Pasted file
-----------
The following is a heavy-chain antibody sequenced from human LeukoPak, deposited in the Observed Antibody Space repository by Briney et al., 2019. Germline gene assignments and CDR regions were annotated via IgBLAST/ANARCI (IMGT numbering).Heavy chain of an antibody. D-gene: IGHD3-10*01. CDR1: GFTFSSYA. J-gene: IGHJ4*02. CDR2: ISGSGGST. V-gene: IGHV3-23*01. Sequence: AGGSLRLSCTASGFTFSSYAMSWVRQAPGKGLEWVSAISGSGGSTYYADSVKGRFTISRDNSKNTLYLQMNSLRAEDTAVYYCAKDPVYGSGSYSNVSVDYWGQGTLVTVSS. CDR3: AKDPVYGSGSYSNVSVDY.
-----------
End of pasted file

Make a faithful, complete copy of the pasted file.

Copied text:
The following is a heavy-chain antibody sequenced from human LeukoPak, deposited in the Observed Antibody Space repository by Briney et al., 2019. Germline gene assignments and CDR regions were annotated via IgBLAST/ANARCI (IMGT numbering).Heavy chain of an antibody. D-gene: IGHD3-10*01. CDR1: GFTFSSYA. J-gene: IGHJ4*02. CDR2: ISGSGGST. V-gene: IGHV3-23*01. Sequence: AGGSLRLSCTASGFTFSSYAMSWVRQAPGKGLEWVSAISGSGGSTYYADSVKGRFTISRDNSKNTLYLQMNSLRAEDTAVYYCAKDPVYGSGSYSNVSVDYWGQGTLVTVSS. CDR3: AKDPVYGSGSYSNVSVDY.